So, bloggers I respect like Kate Harding and Roni were participating in a
Dove-sponsored blog [ETA: I have since been corrected in the comments; the blog is not being sponsored by Dove.] called We Are The Real Deal (with a masthead that I quite frankly love).
Anyway, one of the bloggers posted a kind of unbelievable post responding to what I think was a valid criticism that the site contributors are conventionally attractive, fairly thin women. Here’s an abbreviated version of the (admittedly snotty) comment:
Iâ€™m sure you all mean well. But, pleaseâ€“every contributorâ€™s photo looks like she idolizes barbie. Why would anyone listen to people who â€œfit the moldâ€ talking about body image issues???… If youâ€™re trying to be anything other than a jokeâ€“get some WOMEN OF COLOR, SOME FAT WOMEN, SOME â€œUGLYâ€ WOMEN, and SOME DISABLED WOMEN on here ASAP.
Here was the blogger’s response (both it and the title of the post demonstrate a confusion about how to use an apostrophe, so right away I’m not on her side):
I am a barbie [sic] and proud of it. But I am not proud of the fact that it took me 20 years to figure it out, all the while letting the Jellyâ€™s [sic] of the world make me feel like crap.
The green-eyed-monster will kill you. This I know is true. [Signed] Barbieâ€¦the goddess you will never be.
And here’s where the good stuff is: in the comments.
On a superficial level, I think Jellyâ€™s comments are valid. Since I have been a regular reader of Shapely Prose & Roniâ€™s Weigh, I know that two of you have credible experience to bring to the discussion of body image.
Jellyâ€™s thoughts and feelings have a right to be expressed and acknowledged. How does pointing out possible â€œthin privilegeâ€ come to be equated with being â€œclose-mindedâ€?
And your closing, â€œthe goddess you will never beâ€ feels dismissive and rude. How can you be sure she already isnâ€™t one?
The original poster then asks someone to define “privilege.” Here is one response:
Go look it up. The rest of us did. And good lord, your post wasâ€¦juvenile, to put it civilly. â€œThe goddess you will never beâ€? Seriously? On a self-image/self-acceptance blog? Instantly this short, olive-skinned, brown-haired/eyed Mexican-American non-Barbie was back in first grade, listening to her blonde, blue-eyed Barbie doll-looking classmate taunting her with â€œdonâ€™t you wish you were blonde so you could be pretty, tooâ€?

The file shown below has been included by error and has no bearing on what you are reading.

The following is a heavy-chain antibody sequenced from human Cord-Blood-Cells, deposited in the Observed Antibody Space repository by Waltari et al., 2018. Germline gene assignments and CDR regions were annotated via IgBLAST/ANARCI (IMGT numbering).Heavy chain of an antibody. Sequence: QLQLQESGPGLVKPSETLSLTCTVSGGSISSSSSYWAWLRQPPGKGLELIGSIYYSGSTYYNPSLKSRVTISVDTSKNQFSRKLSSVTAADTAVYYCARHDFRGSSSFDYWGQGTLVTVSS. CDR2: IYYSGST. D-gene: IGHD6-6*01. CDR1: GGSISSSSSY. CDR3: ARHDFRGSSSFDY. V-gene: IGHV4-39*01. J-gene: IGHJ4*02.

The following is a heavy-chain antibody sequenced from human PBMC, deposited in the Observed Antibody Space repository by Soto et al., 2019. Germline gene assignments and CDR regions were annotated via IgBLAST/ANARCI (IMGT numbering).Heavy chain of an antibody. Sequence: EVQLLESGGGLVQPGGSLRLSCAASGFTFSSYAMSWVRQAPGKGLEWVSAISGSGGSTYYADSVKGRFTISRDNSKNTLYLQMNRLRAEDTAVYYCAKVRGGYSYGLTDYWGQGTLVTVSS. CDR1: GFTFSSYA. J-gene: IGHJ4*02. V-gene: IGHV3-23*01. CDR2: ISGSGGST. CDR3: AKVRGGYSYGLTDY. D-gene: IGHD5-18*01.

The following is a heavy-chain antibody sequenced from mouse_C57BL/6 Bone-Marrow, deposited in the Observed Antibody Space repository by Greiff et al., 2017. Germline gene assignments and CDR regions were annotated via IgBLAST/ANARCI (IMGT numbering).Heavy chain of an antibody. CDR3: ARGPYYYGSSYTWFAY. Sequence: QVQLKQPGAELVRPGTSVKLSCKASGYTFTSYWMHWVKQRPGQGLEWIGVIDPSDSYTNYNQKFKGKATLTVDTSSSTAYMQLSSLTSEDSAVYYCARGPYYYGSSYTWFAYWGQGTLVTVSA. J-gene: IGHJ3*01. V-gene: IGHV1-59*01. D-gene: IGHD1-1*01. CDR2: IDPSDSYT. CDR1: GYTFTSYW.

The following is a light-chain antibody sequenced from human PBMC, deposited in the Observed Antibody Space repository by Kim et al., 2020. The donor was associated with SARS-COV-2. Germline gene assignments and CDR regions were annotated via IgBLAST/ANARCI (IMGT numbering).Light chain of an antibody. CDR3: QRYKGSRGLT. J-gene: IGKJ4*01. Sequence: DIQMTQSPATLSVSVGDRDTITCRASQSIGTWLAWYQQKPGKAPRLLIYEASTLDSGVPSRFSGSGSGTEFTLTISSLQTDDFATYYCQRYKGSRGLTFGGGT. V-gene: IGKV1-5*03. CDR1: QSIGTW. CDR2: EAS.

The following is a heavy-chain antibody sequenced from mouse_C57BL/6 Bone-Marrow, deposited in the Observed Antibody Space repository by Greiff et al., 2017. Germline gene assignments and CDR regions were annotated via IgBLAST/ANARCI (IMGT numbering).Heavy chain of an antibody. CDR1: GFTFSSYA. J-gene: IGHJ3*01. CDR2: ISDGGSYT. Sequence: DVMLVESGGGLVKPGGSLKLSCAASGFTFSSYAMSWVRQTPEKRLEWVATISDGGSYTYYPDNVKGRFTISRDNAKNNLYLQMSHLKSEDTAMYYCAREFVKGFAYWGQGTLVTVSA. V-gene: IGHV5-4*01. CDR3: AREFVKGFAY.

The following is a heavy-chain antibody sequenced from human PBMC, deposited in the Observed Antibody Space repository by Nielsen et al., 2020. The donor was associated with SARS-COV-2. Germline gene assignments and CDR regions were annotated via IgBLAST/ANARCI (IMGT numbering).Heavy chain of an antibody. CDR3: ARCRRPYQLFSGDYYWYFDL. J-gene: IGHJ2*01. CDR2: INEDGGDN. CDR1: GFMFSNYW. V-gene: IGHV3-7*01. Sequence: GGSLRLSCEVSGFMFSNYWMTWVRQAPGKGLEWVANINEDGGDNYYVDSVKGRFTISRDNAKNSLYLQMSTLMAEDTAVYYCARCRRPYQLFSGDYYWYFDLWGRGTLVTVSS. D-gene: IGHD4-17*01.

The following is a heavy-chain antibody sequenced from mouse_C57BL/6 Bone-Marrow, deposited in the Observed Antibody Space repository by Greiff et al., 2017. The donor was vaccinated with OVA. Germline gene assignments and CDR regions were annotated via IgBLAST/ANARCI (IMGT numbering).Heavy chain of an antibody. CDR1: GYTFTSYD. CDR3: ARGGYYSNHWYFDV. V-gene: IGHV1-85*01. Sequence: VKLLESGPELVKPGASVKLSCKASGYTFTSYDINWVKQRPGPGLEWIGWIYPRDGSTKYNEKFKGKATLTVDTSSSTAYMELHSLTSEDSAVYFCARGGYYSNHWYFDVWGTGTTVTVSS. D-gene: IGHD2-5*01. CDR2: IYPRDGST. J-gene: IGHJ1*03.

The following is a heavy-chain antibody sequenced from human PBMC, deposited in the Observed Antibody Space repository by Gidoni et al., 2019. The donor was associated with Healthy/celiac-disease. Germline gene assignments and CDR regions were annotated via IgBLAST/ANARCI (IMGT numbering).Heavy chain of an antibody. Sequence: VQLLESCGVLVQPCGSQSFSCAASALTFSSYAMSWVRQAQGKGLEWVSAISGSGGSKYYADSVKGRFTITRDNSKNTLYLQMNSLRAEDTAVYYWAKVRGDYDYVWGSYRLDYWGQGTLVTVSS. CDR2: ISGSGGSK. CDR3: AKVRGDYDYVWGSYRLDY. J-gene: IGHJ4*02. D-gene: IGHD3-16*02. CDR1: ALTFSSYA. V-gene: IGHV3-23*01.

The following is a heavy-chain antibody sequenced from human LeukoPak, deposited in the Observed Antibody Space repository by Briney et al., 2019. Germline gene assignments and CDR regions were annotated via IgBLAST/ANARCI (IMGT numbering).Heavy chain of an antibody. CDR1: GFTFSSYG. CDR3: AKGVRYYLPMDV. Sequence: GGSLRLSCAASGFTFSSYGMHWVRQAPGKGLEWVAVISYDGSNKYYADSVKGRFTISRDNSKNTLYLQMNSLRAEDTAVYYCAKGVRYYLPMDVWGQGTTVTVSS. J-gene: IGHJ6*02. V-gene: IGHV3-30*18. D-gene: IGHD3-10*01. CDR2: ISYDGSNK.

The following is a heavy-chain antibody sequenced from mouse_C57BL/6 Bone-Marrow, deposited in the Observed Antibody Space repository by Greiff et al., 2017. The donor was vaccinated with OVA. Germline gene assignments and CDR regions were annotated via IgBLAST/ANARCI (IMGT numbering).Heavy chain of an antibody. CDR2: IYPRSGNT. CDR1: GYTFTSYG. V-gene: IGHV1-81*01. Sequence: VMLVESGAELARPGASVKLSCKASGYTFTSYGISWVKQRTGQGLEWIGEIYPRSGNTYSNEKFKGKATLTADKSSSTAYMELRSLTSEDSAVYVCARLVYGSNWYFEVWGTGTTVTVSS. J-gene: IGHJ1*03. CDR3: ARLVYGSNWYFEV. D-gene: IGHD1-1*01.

Based on Kate Hardingâ€™s participation here, I wandered over thinking that this was going to be a body acceptance blog in which a diversity of bodies, abilities, sizes, etc would be celebrated. Instead the first three posts mock a commenter for bringing up legitimate issues in an albeit mocking manner, celebrate diet shaming by parents, and question whether fat acceptance is appropriate.
Not quite what I expected, but itâ€™s my perogative to leave.
Here’s one of the other contributors:
The lack of diversity of your panel was exactly what I pointed out to you at the Blogher body image breakout session. I was very pleased by how receptive you were to my comments during our brief exchange on site. I know that you are a thoughtful, reasonable person, passionate about doing good for others. That is why I was happy to accept your invitation to be a part of the endeavor, WeAreTheRealDeal.com.
I had not commented on your current blogpost till now, because what I have to say about it is not how I wanted to be introduced to your site. However, I feel I have a duty to speak up if I am going to be a regular contributor going forward.
Although I am a huge believer in freedom of expression, I must tell you in all honesty I believe you did more harm than good with your post. I have a personal policy, â€œDonâ€™t freak and blogâ€. I can absolutely appreciate the nerve that was seemingly rubbed raw by Jellyâ€™s comment, but I must echo another personâ€™s comment in saying as a host you have a greater responsibility beyond your own personal feelings. Your comments reflect not only on you as an individual, but on the group as a whole. And if your goal is to make this blog a destination for people to come for insightful communication about a subject so raw as body type, image and self-worth, then it needs to remain a safe place for discourse, and should never involve personal attacks launched by the contributors; even when justifiably provoked.
There’s lots more to read there, including an apology of sorts from the original blogger, who shut down the comments on the first post, and more comments commenting on the weakness of the apology.
In the meantime, Kate Harding has left the site and promised a post about it. I’ll be interested to see if the site really does move towards diversity and inclusion. And maybe they could hire a proofreader.
Posted by mo pie